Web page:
Rush Limbaugh has his own pet theory about Democrats and the Trump Administration. He continues to tell his listeners that the Democrats aren't a "functioning" political party. In fact, he says that the party only exists as a regional party that only thrives in five or so states. But Limbaugh says that the Democrat-friendly bureaucrats, journalists and judges are desperately trying to stop the Trump Administration. The struggling Democrats and their supporters are anti-Democratic and are much more dangerous to America than anything Michael Flynn may or may not have done.

And then it's back to the media. Rush simultaneously argues that the media is no longer powerful and is no longer trying to report facts and have thrown in the "Barack Obama Shadow Government."

This "Obama is secretly coordinating attacks against the Trump Administration" is an increasingly common theme on conservative radio. So is Limbaugh's other point. That the intelligence community is unelected and working against YOUR will. They are Obama's "embedded employees" and it's all driven by an inability of Democrats to accept the results of the 2016 presidential election. They will do anything "short of a military coup" to ruin Trump and reverse Trump's success.

It's the classic Limbaugh playbook. Start with a grain of truth (Democrats don't think Trump should be President) and use it as a starting point to construct this complex mix of paranoia, anger and condescending dismissal of critics. Limbaugh also uses the argument to triple down on his praise of Trump, claiming somewhat amazingly that the Donald is having amazing domestic policy success and every world leader that has met with him comes out of their meeting singing his praises. 




Dennis Prager Talks Men And Women

Even at his briskest clip, Dennis Prager approaches every topic in the same way a snail approaches an open flame - slowly and in ever-decreasing circles. So tuning into his show randomly almost guarantees you're in for a long, halting set-up. In this hour, the theme is apparently men and women. But despite the addition of some audio clips from movies and the voice of his producer, I'm 15 minutes into this hour's show and I still don't know what the point might be, 





If You Think Second Hand Smoke Is Bad

Dennis Prager doesn't believe in climate change. So much so that he has described it as "the biggest scientific hoax since the supposed dangers of second-hand smoke." Which should give you an idea of where he mind is at. I'm checking in on his show again and he's move on from the battle of the sexes to the evils of leftists. He's arguing today the difference between liberals and leftists is greater than the difference between liberals and conservatives. Which might seem like an odd claim to anyone who's ever listened to more than 20 minutes of his show.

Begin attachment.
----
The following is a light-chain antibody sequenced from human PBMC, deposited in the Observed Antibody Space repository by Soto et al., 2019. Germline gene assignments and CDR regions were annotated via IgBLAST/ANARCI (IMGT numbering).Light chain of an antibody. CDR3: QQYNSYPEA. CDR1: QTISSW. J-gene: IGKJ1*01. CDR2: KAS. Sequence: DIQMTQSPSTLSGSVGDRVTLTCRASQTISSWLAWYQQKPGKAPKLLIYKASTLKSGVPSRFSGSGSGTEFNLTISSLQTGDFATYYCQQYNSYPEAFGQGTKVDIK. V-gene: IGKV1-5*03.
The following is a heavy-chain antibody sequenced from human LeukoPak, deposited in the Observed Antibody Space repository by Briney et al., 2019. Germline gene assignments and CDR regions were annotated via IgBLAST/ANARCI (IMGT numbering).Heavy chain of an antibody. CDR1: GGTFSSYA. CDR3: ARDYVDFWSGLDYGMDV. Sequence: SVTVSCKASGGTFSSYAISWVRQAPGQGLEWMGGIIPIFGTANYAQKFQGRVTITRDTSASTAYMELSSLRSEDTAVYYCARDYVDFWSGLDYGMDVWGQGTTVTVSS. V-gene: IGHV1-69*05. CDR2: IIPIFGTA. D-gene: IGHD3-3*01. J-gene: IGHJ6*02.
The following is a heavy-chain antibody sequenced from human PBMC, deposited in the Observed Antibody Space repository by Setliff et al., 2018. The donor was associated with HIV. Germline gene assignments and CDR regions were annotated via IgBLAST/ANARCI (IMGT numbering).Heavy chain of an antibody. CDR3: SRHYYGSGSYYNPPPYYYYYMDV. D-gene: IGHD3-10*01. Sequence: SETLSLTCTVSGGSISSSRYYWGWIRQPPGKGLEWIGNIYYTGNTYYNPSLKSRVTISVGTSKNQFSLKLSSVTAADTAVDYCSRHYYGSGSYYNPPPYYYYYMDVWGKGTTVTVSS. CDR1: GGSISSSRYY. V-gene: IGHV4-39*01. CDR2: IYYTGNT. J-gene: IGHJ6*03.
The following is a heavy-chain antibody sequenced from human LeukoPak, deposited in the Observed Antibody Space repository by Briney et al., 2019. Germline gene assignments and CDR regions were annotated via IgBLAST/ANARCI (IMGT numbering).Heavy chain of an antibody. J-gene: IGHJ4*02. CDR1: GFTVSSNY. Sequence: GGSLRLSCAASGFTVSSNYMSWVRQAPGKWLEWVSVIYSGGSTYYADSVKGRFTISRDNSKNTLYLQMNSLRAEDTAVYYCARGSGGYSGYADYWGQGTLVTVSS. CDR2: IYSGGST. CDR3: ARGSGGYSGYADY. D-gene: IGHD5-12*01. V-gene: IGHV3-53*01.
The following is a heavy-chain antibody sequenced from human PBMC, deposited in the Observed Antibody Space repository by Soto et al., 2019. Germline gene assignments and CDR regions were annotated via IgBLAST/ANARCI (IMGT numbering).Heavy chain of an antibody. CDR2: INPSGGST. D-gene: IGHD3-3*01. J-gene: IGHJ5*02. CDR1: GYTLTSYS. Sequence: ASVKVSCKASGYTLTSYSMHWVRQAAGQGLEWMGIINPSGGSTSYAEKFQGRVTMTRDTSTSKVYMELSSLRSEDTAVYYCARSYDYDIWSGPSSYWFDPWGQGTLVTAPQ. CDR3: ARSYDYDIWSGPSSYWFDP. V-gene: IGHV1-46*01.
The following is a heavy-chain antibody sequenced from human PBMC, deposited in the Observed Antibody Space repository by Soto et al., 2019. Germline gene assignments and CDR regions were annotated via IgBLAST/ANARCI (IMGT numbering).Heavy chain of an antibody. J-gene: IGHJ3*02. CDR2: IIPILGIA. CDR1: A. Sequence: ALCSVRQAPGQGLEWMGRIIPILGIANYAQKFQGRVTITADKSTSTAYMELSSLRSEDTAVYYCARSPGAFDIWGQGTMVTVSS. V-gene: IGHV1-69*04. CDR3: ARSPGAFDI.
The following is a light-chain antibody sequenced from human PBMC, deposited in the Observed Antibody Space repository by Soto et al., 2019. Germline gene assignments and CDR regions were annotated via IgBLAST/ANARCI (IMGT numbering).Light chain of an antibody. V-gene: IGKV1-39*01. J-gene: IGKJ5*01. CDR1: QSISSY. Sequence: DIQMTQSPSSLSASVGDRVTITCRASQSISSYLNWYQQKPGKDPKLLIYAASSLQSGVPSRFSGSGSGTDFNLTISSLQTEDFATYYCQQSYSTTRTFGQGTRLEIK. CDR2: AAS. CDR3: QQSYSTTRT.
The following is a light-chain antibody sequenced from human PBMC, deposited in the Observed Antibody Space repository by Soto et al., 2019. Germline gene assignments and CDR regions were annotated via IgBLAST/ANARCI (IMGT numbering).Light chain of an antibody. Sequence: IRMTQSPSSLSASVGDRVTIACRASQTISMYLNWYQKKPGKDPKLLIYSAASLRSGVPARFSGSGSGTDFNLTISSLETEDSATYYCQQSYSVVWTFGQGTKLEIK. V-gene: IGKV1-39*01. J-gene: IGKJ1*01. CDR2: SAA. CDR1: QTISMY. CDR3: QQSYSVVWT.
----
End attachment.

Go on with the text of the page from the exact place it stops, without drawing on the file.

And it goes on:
He is just getting started, and although a Dennis Prager rant sounds more like a book on tape presentation than a passionate screed, he is very firm on his feelings about the Left. The Left injects itself into everything. It's the Left which is at the cause of Michael Flynn's resignation. The Left is willing to  destroy any American institution you can destroy in order to bring down Donald Trump. To them, complete societal collapse is worth it if it hurts Trump.

It's pretty out there if you approach things factually, But this is a variation of the same theme you hear a lot on conservative radio. That no matter what Flynn might have done, what matters is that the Left is out to get Donald Trump. It's impressive message discipline, although I wonder how long it can continue in the face of so many basic governing mistakes that have been committed by the Trump Administration.




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The MSM Vows To Cover Trump Supporters One Diner At A Time


Let's play a little game of "If I Were A News Editor."

Imagine a man unexpectedly wins the presidency. Nearly every example of political hackery from strategist to pundit had predicted it could never happen. Your regular sources - all stuffed with enough conventional wisdom to choke a lobbyist - all focused on the upcoming administration of the person who didn't win. Even worse, when the results come in, it's clear that there is a political rumbling that you missed. You didn't have enough reporters in place between the coasts and enough political expertise from the areas that made this unexpected victory possible.

Do you:

A) Hire reporters who live in these areas and expand your sources to include pundits, strategists and political experts familiar with this under-covered block of voters?

Or do you:

B) Send a couple of your reporters into the hinterlands to interview voters in diners and other places that will seem somewhat exotic to your regular base of readers?

If you chose b, the you too can be the managing editor of a big-time news organization.